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Procalcitonin Levels in the Management of COPD Exacerbations

Procalcitonin Levels in the Management of COPD Exacerbations

The use of procalcitonin-based protocols to guide the decision to administer antibiotics has been evaluated in infections of different origins and settings. A well-conducted systematic review supported the effectiveness of procalcitonin-guided protocols in lower respiratory tract infections, based on evidence of moderate quality from GRADE (Grading of Recommendations, Assessment, Development and Evaluation). However, these results do not necessary imply that such protocols would be effective in patients presenting with acute exacerbation of chronic obstructive pulmonary disease (AECOPD), since the chronically elevated baseline inflammatory status and the chronic bacterial colonization of the airways of patients with COPD could affect the serum procalcitonin levels—and its utilization to help guide antibiotic therapy in a patient with AECOPD is controversial. However, a substantial fraction of acute COPD exacerbations are caused by viruses, and some experts use procalcitonin to help guide antibiotic discontinuation in patients with non-severe AECOPD.

Procalcitonin synthesis pathways vary in different inflammatory states. In the absence of systemic inflammation, procalcitonin synthesis is restricted to thyroid neuroendocrine cells, and the protein is not released into the blood until it is split into its mature form, calcitonin. Thus, serum procalcitonin is typically undetectable in healthy persons when standard assays are used. Not all bacterial infections cause procalcitonin to rise, or rise to the same degree. Typical bacteria, such as Streptococcus pneumoniae or Hemophilus influenzae, tend to cause greater rises in procalcitonin than atypical bacteria.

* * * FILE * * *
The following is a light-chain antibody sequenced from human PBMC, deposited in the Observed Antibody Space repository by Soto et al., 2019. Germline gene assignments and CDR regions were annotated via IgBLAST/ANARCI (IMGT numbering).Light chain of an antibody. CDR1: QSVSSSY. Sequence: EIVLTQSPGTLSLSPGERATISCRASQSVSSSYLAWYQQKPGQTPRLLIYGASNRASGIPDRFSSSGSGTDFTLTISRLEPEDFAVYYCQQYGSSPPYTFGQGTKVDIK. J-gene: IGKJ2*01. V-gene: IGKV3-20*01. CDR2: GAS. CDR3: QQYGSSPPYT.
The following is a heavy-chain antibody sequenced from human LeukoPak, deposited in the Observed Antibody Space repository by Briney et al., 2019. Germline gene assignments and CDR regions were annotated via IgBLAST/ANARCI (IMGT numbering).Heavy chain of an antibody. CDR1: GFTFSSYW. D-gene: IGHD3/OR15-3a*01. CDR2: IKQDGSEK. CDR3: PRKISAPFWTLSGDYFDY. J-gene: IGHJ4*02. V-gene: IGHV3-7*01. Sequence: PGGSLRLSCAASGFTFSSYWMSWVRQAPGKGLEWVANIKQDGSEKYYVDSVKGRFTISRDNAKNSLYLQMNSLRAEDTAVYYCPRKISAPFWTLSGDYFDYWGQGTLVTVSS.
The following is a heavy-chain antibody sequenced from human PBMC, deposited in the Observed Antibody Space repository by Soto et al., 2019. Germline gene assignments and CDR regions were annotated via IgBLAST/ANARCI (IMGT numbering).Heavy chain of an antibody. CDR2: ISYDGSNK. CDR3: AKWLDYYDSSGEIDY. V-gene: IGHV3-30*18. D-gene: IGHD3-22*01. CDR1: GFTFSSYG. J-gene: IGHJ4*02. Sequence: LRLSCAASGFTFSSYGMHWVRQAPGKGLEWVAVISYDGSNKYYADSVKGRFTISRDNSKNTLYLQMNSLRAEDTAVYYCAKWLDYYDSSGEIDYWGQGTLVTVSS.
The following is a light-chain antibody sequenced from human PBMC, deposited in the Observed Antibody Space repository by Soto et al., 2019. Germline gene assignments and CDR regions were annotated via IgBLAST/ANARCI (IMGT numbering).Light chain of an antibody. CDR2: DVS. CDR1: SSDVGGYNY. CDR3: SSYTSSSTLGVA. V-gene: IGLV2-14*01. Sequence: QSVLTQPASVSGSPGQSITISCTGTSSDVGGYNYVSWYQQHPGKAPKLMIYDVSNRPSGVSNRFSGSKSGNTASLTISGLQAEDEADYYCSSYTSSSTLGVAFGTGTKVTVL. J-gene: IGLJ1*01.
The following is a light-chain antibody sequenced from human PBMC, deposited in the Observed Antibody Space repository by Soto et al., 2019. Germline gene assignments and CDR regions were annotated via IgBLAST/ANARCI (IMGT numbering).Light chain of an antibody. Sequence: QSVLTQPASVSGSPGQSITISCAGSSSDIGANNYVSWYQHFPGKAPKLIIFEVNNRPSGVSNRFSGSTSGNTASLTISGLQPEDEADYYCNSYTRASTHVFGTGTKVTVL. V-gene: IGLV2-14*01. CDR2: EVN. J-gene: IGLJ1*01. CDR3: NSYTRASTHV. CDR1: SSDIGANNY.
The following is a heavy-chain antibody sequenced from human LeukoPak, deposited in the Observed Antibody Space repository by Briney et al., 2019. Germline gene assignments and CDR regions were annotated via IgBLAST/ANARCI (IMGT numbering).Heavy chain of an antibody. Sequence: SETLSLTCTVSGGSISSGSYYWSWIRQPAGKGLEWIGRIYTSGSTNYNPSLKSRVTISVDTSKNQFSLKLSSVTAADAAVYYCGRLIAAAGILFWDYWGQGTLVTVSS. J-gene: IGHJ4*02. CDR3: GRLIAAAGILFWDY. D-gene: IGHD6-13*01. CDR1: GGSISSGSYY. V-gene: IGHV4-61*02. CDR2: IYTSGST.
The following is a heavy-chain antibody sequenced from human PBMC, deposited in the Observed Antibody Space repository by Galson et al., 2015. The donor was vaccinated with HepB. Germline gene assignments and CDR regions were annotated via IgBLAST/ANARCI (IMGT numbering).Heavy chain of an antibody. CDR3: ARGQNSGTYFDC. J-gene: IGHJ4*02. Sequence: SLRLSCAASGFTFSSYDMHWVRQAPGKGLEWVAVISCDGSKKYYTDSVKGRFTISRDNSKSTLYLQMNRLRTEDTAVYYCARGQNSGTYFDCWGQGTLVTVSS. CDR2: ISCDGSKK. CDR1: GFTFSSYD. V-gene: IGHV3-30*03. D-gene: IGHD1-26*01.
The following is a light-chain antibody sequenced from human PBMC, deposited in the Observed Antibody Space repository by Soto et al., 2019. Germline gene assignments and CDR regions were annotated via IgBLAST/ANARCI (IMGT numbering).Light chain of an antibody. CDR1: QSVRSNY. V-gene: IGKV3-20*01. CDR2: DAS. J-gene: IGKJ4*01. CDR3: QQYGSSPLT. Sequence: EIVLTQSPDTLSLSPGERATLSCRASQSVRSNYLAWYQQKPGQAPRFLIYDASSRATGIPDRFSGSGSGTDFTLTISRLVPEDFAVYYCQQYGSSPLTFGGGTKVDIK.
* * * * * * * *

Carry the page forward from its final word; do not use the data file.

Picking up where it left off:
The reference value of procalcitonin in adults and children older than 72 hours is 0.15 ng/mL or less (reference values have not been established in infants younger than 72 hours). In healthy adults, the reference range of procalcitonin is below the level of detection. The half-life of procalcitonin is 25 to 30 hours.

While procalcitonin use in patients hospitalized with AECOPD has been shown to reduce antibiotic exposure without increasing adverse events in several trials, this benefit has not been consistently demonstrated in all trials and treatment settings. Additional data in varying clinical settings are needed before broad use can be recommended.

  • De Jong E, van Oers JA, Beishuizen A, et al. Efficacy and safety of procalcitonin guidance in reducing the duration of antibiotic treatment in critically ill patients: a randomised, controlled, open-label trial. Lancet Infect Dis. 2016;16:819-827.
  • Christ-Crain M, Müller B. Procalcitonin in bacterial infections--hype, hope, more or less? Swiss Med Wkly. 2005;135:451.
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  • Maruna P, Nedelníková K, Gürlich R. Physiology and genetics of procalcitonin. Physiol Res. 2000;49(Suppl 1):S57.
  • Schuetz P, Müller B, Christ-Crain M, et al. Procalcitonin to initiate or discontinue antibiotics in acute respiratory tract infections. Evid Based Child Health. 2013;8:1297-1371.
  • Schuetz P, Muller B, Christ-Crain M, et al. Procalcitonin to initiate or discontinue antibiotics in acute respiratory tract infections. Cochrane Database Syst Rev. 2012;9:CD007498.
  • Van der Does Y, Rood PP, Haagsma JA, et al. Procalcitonin-guided therapy for the initiation of antibiotics in the ED: a systematic review. Am J Emerg Med. 2016;34:1286-1293.
  • Verduri A, Luppi F, D'Amico R, et al. Antibiotic treatment of severe exacerbations of chronic obstructive pulmonary disease with procalcitonin: a randomized noninferiority trial. PloS One. 2015;10:e0118241.

Filed under: Infectious Diseases, Pulmonary Medicine

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